Operation Alphabet

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Operation Alphabet
Norwegian troops greenock.JPG
British troops returning to the UK at Greenock in June 1940.
DateJune 4 - 8, 1940
Result Allied evacuation complete, Norwegian defeat & surrender
 United Kingdom
Commanders and leaders
William Boyle
Carl Gustav Fleischer
Eduard Dietl

Operation Alphabet was an evacuation, authorised on 24 May 1940, of Allied (British, French and Polish) troops from the harbour of Narvik in northern Norway marking the success of Operation Weserübung (the German invasion of 9 April) and the end of the Allied campaign in Norway during World War II. The evacuation was completed by 8 June.

The evacuation was prompted by the Wehrmacht's assault on Belgium, the Netherlands, Luxembourg and France in the spring of 1940, which reduced the relative importance of Germany's iron ore provision and of Scandinavia. Several nights after the final military evacuation, the civilians of the town were rescued by British Sub-Lieutenant Patrick Dalzel-Job. Against orders, he organised local fishing boats to remove the population just before a German reprisal bombing. Much of the town was destroyed but only four people were killed. The Royal Navy wanted to discipline Dalzel-Job but was unable to, after King Haakon VII awarded him the Knights Cross of the Order of Saint Olav (First Class). Later in the war, he served with Ian Fleming. Many sources cite Dalzel-Job as the inspiration for the James Bond character.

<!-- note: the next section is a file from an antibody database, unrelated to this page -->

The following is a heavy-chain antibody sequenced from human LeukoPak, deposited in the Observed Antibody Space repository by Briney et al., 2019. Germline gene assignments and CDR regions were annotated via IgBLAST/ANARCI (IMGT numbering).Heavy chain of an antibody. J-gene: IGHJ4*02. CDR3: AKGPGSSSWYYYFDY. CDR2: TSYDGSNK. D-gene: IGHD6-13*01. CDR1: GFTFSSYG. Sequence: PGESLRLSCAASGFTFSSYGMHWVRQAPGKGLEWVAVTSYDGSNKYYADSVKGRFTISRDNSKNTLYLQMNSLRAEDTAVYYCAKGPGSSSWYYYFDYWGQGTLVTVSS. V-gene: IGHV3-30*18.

A consequence of the evacuation of Allied troops from Norway was that Sweden's and Finland's position vis-à-vis Nazi Germany was weakened. An agreement was reached in June leading to extensive transfers of (unarmed) Wehrmacht troops on Swedish railways – probably Sweden's chief digression from her policy of neutrality between the parties of the war – and in August Finland concluded a secret agreement according to which Finland could acquire weapons through Germany and Germany could transfer (armed) troops by truck through northernmost Finland. Nazi Germany and the Soviet Union, still united by the Molotov–Ribbentrop Pact, had excluded other international powers from influence in Northern Europe.

See also[edit]


  • Hauge, Andreas (1995) Kampene i Norge 1940 (Sandefjord: Krigshistorisk Forlag) ISBN 82-993369-0-2 Norwegian
  • Kristiansen, Trond (2006) Fjordkrigen – Sjømilitær motstand mot den tyske invasjonsflåten i 1940 (Harstad: Forlaget Kristiansen) ISBN 82-997054-2-8 Norwegian

Coordinates: 68°26′00″N 17°25′00″E / 68.4333°N 17.4167°E / 68.4333; 17.4167